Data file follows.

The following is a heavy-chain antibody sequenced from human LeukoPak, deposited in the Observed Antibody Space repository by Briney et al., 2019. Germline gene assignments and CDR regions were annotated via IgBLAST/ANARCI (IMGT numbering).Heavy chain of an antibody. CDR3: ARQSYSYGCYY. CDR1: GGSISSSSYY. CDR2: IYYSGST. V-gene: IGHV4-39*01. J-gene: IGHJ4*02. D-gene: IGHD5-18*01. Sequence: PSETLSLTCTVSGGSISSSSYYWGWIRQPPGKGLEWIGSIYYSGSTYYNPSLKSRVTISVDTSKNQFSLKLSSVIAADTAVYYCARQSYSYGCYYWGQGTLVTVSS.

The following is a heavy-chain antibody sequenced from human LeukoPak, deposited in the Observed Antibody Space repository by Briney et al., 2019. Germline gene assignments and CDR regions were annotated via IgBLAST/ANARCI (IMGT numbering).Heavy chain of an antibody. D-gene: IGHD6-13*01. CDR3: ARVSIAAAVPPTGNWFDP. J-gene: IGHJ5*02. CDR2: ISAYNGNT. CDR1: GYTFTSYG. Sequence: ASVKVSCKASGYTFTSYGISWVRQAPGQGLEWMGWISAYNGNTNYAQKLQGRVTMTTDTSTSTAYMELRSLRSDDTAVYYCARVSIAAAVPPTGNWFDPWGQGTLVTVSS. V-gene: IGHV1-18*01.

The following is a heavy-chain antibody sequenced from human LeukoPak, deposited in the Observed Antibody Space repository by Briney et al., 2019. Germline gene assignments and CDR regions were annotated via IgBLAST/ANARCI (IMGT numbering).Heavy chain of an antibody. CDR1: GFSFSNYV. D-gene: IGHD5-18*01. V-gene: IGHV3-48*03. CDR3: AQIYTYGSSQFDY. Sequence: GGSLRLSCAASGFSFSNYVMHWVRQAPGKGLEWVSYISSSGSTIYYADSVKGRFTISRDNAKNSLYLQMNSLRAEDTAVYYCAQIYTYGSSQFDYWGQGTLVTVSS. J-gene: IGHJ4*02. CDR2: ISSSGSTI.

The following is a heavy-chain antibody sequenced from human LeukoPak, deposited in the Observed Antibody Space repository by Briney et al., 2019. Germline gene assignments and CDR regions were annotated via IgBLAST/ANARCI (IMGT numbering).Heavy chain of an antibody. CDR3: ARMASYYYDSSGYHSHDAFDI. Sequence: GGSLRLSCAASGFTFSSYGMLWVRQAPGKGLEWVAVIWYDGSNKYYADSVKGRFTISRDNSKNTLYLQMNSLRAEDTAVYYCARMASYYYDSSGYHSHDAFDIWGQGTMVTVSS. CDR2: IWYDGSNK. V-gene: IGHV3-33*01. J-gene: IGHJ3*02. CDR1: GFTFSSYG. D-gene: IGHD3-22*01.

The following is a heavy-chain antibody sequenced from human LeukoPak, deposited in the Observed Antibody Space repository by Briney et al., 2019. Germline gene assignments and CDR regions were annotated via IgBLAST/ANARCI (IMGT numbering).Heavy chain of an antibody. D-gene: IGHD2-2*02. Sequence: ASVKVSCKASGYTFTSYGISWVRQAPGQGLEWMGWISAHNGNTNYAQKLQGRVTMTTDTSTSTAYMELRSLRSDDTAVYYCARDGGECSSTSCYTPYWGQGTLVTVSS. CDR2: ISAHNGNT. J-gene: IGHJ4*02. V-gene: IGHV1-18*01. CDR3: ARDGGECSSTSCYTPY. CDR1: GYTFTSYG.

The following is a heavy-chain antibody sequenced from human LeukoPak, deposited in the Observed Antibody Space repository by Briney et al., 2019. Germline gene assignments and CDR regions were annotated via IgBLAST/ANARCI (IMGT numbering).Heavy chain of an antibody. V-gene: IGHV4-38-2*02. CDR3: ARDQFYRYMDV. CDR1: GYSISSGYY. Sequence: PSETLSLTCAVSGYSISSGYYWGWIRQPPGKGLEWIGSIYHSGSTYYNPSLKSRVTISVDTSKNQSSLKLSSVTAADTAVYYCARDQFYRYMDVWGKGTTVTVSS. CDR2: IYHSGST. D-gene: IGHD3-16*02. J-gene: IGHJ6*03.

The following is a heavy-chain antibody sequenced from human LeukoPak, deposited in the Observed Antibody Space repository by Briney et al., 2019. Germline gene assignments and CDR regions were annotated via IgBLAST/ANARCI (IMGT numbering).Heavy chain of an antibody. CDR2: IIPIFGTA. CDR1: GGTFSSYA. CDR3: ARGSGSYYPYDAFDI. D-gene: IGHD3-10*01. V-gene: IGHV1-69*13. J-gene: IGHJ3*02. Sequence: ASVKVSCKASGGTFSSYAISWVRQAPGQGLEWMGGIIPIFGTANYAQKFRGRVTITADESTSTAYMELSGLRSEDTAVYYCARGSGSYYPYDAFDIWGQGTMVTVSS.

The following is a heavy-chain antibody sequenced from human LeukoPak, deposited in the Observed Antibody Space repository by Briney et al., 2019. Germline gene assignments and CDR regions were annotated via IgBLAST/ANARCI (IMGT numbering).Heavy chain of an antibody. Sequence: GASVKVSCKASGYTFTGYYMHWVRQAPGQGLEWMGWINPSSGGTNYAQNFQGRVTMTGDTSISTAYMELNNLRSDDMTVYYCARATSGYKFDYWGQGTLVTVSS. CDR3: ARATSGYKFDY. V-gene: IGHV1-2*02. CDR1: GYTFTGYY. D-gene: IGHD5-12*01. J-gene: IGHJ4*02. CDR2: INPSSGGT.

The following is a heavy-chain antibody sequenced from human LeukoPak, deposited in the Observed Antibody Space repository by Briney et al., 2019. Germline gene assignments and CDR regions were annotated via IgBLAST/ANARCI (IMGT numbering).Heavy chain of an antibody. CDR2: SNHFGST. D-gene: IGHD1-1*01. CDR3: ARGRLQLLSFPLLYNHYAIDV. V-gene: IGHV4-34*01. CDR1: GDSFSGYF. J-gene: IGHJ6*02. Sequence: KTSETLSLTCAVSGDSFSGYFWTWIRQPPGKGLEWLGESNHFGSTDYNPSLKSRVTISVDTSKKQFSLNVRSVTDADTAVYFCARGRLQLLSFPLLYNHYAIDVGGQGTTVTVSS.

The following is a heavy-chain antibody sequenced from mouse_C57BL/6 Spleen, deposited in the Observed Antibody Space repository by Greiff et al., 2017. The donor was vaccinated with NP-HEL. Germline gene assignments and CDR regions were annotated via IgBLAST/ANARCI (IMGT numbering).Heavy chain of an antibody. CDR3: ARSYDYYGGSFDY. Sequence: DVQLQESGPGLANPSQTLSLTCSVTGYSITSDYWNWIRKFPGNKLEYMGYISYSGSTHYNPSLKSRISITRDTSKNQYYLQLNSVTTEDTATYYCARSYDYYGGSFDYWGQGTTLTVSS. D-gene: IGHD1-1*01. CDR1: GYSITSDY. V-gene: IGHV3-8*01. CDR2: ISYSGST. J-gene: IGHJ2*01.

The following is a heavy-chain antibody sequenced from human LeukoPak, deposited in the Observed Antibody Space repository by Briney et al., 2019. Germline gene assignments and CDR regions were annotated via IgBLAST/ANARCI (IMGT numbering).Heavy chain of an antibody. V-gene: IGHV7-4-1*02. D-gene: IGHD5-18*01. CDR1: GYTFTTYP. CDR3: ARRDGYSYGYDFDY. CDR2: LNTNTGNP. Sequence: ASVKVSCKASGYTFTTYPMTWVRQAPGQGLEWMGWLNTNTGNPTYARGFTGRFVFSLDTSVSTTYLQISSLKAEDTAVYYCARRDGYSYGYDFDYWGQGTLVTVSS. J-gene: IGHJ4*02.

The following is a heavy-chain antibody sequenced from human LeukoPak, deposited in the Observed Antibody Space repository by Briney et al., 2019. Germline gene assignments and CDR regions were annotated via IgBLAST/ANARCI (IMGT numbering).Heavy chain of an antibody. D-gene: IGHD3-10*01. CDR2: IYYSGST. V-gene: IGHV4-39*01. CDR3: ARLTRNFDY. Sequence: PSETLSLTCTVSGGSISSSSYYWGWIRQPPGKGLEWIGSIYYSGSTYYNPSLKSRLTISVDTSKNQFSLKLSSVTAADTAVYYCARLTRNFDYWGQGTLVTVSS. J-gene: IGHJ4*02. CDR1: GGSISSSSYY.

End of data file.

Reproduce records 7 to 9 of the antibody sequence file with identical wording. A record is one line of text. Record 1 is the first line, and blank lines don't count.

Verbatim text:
The following is a heavy-chain antibody sequenced from human LeukoPak, deposited in the Observed Antibody Space repository by Briney et al., 2019. Germline gene assignments and CDR regions were annotated via IgBLAST/ANARCI (IMGT numbering).Heavy chain of an antibody. CDR2: IIPIFGTA. CDR1: GGTFSSYA. CDR3: ARGSGSYYPYDAFDI. D-gene: IGHD3-10*01. V-gene: IGHV1-69*13. J-gene: IGHJ3*02. Sequence: ASVKVSCKASGGTFSSYAISWVRQAPGQGLEWMGGIIPIFGTANYAQKFRGRVTITADESTSTAYMELSGLRSEDTAVYYCARGSGSYYPYDAFDIWGQGTMVTVSS.

The following is a heavy-chain antibody sequenced from human LeukoPak, deposited in the Observed Antibody Space repository by Briney et al., 2019. Germline gene assignments and CDR regions were annotated via IgBLAST/ANARCI (IMGT numbering).Heavy chain of an antibody. Sequence: GASVKVSCKASGYTFTGYYMHWVRQAPGQGLEWMGWINPSSGGTNYAQNFQGRVTMTGDTSISTAYMELNNLRSDDMTVYYCARATSGYKFDYWGQGTLVTVSS. CDR3: ARATSGYKFDY. V-gene: IGHV1-2*02. CDR1: GYTFTGYY. D-gene: IGHD5-12*01. J-gene: IGHJ4*02. CDR2: INPSSGGT.

The following is a heavy-chain antibody sequenced from human LeukoPak, deposited in the Observed Antibody Space repository by Briney et al., 2019. Germline gene assignments and CDR regions were annotated via IgBLAST/ANARCI (IMGT numbering).Heavy chain of an antibody. CDR2: SNHFGST. D-gene: IGHD1-1*01. CDR3: ARGRLQLLSFPLLYNHYAIDV. V-gene: IGHV4-34*01. CDR1: GDSFSGYF. J-gene: IGHJ6*02. Sequence: KTSETLSLTCAVSGDSFSGYFWTWIRQPPGKGLEWLGESNHFGSTDYNPSLKSRVTISVDTSKKQFSLNVRSVTDADTAVYFCARGRLQLLSFPLLYNHYAIDVGGQGTTVTVSS.